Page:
Single Life

The single life, in so many ways, has become the forgotten vocation.  So many people fall into the trap of believing that while they are “single and waiting” for a boyfriend or girlfriend to come along and perhaps one day marry, that this constitutes the single life.  I believe that this is a trap that has led endless people away from their vocation to the single life.  Truth be told, the consecrated or dedicated single life is a vocation to which many are called to.  In Mark 12:25, Jesus says, “When they rise from the dead, they will take neither wife nor husband.”  In Heaven, there is no marriage because we will find complete happiness in our total communion with God.

Consecrated Virgins

Consecrated virginity is a vocation specifically for women.  It is the oldest form of consecrated life in the Church.  In this vocation, a woman, under the authority of her Bishop, is consecrated for life into the single life.  This enables the consecrated virgin to live her entire life for the Lord, in a marriage to Him, while still living in the world.  One of her primary duties is prayer, so in the Rite of Consecration, she is presented with a Breviary, so that she may pray the prayer of the Church.  The Catechism of the Catholic Church says regarding consecrated virgins that:

922 From apostolic times Christian virgins and widows, called by the Lord to cling only to him with greater freedom of heart, body, and spirit, have decided with the Church’s approval to live in the respective states of virginity or perpetual chastity “for the sake of the Kingdom of heaven.”

923 “Virgins who, committed to the holy plan of following Christ more closely, are consecrated to God by the diocesan bishop according to the approved liturgical rite, are betrothed mystically to Christ, the Son of God, and are dedicated to the service of the Church.”  By this solemn rite (Consecratio virginum), the virgin is ” constituted . . . a sacred person, a transcendent sign of the Church’s love for Christ, and an eschatological image of this heavenly Bride of Christ and of the life to come.”

924 “As with other forms of consecrated life,” the order of virgins establishes the woman living in the world (or the nun) in prayer, penance, service of her brethren, and apostolic activity, according to the state of life and spiritual gifts given to her.  Consecrated virgins can form themselves into associations to observe their commitment more faithfully.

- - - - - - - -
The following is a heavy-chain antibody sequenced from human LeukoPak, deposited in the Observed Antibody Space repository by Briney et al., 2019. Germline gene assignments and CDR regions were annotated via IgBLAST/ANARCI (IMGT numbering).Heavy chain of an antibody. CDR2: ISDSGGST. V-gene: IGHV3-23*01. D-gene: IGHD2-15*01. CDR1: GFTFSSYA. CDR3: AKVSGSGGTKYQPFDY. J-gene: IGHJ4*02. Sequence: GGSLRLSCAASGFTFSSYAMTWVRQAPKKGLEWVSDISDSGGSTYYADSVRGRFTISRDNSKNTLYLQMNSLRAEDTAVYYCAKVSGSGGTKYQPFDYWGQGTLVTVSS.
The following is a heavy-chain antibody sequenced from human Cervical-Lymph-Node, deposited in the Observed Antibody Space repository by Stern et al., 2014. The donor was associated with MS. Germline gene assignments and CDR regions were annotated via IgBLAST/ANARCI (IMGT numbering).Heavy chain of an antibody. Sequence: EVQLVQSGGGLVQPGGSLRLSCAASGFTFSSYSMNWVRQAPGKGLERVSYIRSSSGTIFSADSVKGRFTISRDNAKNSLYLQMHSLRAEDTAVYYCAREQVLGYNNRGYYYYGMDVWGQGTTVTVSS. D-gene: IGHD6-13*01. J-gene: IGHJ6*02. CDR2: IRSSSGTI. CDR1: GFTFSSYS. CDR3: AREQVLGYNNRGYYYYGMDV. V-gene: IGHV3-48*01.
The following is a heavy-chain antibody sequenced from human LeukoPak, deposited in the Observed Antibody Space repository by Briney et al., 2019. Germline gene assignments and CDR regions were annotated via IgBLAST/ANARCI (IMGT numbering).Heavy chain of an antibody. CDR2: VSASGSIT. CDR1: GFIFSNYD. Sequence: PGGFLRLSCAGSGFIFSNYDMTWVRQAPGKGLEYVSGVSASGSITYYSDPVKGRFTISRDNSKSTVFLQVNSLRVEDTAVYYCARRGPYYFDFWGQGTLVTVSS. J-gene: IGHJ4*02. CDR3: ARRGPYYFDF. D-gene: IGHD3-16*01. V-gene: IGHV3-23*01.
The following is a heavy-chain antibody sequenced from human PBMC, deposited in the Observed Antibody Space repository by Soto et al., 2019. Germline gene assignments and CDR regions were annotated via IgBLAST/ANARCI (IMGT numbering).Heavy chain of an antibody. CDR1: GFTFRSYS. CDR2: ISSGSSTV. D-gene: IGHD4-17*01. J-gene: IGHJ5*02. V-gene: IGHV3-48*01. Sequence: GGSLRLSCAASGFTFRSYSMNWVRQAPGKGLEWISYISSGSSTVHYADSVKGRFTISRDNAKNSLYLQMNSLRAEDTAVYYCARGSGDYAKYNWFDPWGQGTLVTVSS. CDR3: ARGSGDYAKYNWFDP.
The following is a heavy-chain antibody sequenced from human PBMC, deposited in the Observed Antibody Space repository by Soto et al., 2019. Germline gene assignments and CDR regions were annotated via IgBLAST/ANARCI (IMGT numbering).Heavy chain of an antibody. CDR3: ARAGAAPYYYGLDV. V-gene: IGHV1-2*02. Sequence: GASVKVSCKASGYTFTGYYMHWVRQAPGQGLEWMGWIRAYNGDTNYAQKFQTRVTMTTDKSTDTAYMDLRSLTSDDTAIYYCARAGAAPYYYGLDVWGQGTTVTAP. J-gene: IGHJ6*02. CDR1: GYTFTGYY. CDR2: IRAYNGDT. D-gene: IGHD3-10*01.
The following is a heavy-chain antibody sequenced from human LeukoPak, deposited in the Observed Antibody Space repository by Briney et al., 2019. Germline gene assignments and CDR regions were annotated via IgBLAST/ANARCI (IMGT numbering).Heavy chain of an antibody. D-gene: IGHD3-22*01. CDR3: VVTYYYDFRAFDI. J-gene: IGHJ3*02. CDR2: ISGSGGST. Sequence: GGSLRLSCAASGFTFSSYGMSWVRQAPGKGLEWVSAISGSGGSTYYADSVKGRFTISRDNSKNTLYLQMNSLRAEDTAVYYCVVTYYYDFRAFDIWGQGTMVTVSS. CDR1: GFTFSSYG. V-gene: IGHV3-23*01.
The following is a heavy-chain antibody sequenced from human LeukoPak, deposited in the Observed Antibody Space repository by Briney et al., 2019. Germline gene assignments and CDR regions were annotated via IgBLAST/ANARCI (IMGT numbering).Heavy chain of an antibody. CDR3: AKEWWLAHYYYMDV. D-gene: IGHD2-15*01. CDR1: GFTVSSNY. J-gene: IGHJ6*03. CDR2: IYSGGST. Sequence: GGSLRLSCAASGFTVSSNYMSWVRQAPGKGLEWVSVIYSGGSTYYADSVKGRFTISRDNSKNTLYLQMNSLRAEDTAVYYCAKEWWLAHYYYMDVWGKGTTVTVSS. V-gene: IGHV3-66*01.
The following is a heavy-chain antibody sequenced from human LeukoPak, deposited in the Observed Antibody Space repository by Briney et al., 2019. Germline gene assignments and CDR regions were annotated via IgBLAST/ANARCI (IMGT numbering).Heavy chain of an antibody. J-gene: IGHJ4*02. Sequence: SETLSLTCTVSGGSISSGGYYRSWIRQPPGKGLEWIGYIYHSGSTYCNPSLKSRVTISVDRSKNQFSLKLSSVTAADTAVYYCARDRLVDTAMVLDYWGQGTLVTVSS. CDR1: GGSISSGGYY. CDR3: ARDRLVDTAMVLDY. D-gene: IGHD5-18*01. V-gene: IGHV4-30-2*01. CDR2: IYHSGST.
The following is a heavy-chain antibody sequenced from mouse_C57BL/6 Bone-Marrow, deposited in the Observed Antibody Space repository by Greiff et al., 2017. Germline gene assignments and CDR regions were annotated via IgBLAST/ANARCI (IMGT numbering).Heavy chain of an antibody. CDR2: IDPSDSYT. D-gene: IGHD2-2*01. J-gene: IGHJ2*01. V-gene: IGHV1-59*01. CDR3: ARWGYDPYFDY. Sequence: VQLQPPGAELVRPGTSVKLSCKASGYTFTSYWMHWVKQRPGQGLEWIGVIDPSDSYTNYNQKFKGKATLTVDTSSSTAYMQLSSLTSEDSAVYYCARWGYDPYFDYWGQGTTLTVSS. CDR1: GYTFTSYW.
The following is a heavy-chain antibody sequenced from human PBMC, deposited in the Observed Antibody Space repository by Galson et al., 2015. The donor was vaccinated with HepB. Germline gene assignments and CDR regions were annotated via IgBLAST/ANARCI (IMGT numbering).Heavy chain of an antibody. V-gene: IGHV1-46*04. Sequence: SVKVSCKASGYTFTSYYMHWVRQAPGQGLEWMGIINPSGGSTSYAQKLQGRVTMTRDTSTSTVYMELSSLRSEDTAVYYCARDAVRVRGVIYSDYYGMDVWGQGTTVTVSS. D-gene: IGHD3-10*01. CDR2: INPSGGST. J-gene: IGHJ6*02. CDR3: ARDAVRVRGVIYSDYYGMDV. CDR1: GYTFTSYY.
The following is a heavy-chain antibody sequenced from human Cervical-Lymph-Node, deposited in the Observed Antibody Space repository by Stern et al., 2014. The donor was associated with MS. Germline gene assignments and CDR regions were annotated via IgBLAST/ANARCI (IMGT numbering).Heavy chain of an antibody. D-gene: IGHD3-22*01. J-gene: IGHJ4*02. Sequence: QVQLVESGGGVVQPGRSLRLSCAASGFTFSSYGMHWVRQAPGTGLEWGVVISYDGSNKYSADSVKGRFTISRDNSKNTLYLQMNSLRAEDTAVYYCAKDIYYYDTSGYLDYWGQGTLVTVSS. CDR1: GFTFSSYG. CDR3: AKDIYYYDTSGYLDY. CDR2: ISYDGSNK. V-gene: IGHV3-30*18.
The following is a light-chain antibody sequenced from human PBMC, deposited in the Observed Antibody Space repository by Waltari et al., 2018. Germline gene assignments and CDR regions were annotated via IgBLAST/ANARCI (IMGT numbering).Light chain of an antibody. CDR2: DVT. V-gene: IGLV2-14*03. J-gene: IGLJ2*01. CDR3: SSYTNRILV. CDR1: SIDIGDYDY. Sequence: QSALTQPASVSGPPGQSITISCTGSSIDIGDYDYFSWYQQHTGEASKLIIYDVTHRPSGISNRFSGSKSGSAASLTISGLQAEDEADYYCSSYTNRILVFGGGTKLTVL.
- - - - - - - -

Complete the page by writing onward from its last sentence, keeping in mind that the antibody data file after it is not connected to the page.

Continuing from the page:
The life of a consecrated virgin is a very beautiful life and calling, where one is able to serve Christ and the Church while living in the world.  Many fear being lonely, however when espoused to the Lord, one is not truly alone because in serving others, they are serving their Spouse.  The possibilities of how this can be done are endless.

Dedicated Singles

While men are not able to become consecrated virgins as women are, men may still dedicate themselves to the Lord.  Our Blessed Lord says, in Matthew 19:12 “For there are eunuchs who have been so from birth, and there are eunuchs who have been made eunuchs by men, and there are eunuchs who have made themselves eunuchs for the sake of the kingdom of heaven.  He who is able to receive this, let him receive it.” 

There is an incredible beauty to this vocation.  It is not a vocation in opposition to marriage, but it is a different vocation.  It is committing to celibacy for the sake of the kingdom.  There is much joy to be found for anyone in living life as a dedicated single, despite what many may lead you to believe.  The Lord will bless you and this life will enable you to invest more fully in the Lord and living your life for him in a different way than other people who are married, or a Religious, or even a Priest can.  Do not be afraid to seek the Lord in a vocation to the dedicated single life.  Should you decide to dedicate yourself, talk to your Priest or Spiritual Director about taking a private vow of chastity.

Resources and Links:

Theology of the Body – Pope John Paul II

  1. Well, if we’re going to put “Consecrated Virgins” who are married to Christ under Single Life, we may as well put Diocesan Hermits under Single Life too. Stillsong Hermitage and are good resources to know more about Diocesan Hermit vocation (canon 603).

    • Hey Tammy!

      Thank you for your feedback on the vocations page. We really do appreciate it and have been planning to make some updates and changes within the next few months.

      Thanks for taking the time to read our blog! Be assured of our prayers for you and your loved ones!

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